The driver for the first mechanism is the transition from tip volume to shank volume. Figure 8 summarises the results.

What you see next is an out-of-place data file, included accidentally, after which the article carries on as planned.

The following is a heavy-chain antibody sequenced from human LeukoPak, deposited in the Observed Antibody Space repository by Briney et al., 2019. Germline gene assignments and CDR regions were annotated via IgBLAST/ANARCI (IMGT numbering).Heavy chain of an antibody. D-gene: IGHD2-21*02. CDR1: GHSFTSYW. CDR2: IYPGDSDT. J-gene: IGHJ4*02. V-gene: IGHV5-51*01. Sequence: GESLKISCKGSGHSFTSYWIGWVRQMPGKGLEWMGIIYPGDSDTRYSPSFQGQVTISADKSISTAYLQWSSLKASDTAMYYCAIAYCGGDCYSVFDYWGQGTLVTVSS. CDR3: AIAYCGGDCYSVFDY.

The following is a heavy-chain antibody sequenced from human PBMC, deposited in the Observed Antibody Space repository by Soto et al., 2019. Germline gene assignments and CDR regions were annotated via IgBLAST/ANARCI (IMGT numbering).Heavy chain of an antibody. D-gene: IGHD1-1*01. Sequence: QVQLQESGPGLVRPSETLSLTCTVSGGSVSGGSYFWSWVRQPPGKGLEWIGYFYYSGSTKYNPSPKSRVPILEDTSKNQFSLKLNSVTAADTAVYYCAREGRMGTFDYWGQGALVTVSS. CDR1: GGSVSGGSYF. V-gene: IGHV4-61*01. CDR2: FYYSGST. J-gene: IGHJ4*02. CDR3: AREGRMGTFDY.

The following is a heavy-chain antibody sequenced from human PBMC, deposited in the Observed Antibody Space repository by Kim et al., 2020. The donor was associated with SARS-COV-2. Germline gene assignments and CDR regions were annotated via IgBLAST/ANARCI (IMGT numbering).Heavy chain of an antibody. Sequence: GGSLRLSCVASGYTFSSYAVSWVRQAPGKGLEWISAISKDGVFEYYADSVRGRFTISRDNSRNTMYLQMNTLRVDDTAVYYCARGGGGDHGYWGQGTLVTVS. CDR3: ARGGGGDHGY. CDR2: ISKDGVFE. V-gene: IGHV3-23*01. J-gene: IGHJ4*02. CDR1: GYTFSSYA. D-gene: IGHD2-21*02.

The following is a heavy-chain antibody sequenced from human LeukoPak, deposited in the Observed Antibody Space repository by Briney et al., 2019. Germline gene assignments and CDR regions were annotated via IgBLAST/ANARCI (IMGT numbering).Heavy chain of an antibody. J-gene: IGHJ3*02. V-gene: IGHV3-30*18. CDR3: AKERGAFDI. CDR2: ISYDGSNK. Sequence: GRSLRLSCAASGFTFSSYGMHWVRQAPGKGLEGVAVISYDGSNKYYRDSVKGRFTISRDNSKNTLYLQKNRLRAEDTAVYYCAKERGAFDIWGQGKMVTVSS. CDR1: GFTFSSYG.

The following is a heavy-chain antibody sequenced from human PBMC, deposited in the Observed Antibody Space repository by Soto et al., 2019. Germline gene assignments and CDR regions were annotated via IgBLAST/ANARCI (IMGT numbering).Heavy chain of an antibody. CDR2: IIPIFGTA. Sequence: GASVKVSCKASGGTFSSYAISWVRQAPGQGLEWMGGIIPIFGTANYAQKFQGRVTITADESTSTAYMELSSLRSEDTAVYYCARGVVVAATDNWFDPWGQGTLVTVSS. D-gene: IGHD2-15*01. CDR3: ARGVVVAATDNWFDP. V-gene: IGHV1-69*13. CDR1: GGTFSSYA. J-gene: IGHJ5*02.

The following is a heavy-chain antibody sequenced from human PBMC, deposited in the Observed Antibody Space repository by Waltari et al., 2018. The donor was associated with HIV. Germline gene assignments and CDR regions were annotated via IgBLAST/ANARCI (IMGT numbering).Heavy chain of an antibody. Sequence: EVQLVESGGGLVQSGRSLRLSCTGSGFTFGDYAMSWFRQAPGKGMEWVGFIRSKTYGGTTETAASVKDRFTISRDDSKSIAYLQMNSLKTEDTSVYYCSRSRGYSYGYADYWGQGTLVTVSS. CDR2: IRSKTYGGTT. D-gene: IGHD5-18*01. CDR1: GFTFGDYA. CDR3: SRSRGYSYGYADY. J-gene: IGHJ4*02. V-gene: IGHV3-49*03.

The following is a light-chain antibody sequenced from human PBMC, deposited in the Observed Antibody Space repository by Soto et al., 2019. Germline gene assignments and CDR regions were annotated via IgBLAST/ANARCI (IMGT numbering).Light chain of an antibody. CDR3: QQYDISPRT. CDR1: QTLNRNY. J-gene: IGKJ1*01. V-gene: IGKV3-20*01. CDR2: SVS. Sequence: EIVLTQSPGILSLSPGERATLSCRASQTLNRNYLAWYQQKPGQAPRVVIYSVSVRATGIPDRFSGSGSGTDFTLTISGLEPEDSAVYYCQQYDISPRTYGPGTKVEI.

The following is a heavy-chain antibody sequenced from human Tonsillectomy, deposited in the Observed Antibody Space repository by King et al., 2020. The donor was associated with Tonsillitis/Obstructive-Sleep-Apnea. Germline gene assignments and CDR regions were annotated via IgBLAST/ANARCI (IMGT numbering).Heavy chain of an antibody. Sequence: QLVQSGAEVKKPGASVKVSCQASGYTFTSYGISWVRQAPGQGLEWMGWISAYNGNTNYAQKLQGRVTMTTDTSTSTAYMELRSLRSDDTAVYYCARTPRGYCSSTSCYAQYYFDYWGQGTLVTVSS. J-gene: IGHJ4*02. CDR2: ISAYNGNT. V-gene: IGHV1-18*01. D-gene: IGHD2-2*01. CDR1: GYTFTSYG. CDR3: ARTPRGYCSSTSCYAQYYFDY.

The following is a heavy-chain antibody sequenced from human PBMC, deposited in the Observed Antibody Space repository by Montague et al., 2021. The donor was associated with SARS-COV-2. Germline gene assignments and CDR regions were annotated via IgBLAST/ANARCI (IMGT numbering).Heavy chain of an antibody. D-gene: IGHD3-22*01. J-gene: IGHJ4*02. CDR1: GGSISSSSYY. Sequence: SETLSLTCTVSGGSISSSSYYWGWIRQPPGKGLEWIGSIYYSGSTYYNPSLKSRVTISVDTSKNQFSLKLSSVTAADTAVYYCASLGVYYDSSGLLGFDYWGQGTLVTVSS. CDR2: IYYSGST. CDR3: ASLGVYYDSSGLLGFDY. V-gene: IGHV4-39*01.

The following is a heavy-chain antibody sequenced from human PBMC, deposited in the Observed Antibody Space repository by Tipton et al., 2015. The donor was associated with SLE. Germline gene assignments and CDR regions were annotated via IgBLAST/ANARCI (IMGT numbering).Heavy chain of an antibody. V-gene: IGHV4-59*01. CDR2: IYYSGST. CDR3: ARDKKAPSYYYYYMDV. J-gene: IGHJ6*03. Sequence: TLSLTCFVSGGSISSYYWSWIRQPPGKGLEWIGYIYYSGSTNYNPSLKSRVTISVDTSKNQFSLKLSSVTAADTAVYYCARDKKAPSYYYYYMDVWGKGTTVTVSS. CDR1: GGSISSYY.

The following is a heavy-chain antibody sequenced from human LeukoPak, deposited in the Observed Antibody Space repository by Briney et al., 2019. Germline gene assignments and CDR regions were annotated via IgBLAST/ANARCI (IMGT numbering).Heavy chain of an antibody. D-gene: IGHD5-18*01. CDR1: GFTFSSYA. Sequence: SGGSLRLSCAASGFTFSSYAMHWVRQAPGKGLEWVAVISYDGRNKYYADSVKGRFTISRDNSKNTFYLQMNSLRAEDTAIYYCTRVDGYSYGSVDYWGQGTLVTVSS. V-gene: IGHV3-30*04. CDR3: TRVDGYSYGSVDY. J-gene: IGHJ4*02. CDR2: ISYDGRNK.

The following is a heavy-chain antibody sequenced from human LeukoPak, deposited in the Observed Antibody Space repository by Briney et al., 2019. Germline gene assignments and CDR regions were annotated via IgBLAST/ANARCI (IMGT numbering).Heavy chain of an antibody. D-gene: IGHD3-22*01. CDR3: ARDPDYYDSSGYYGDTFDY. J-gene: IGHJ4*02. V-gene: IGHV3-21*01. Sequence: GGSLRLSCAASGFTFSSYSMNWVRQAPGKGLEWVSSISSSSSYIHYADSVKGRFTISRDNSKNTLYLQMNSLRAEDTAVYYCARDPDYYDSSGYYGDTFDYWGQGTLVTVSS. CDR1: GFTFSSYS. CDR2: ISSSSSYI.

When s−1 for the chloride channel at the tip and when all other parameters are taken as being the same as in Tables 1 and and2,2, the system becomes settled into steady state at both the tip and shank where [Y]=1mM. When the growth rate oscillates as a result of the periodic changes in [Y] where s−1 and the tip volume will increase due to the addition of new membrane at the tip but it will decrease due to the transition of tip membrane to the shank membrane and the phase shift between both events is s, (figure 8A). As a direct result of this transition between tip volume and shank volume, all ion concentrations and fluxes at the tip will oscillate but the tip and shank volumes will remain unchanged (figure 8B). These oscillations are similar to the intrinsic oscillations generated by ion dynamics that are shown in figure 2. The period of this type of growth-induced oscillation in both ion concentrations and fluxes is the same period as that of the growth rate itself. Consequently for this type of mechanism, if =0 s or s, then no oscillations will be induced because both the addition of new membrane and the conversion to shank membrane will be in phase. The driver for the second mechanism relies on the periodic changes in some of the kinetic parameters that are induced by the oscillations in the growth rate. For example, if it is assumed that for the chloride channel at the tip becomes when [Y] oscillates following equation (5) (note that the average for the chloride channel at the tip is still 0.01 and with a unit of s−1mM−1 as the average of [Y] is 1mM), oscillations in ion concentrations and fluxes will be generated and these are qualitatively similar to those oscillations described in figure 8B. This mechanism requires that periodic oscillations in the growth rate periodically change some kinetic properties. For example, if the probability of an ion transporter to be open relates to the abundance of this transporter in the membrane then the abundance of the transporter should change periodically.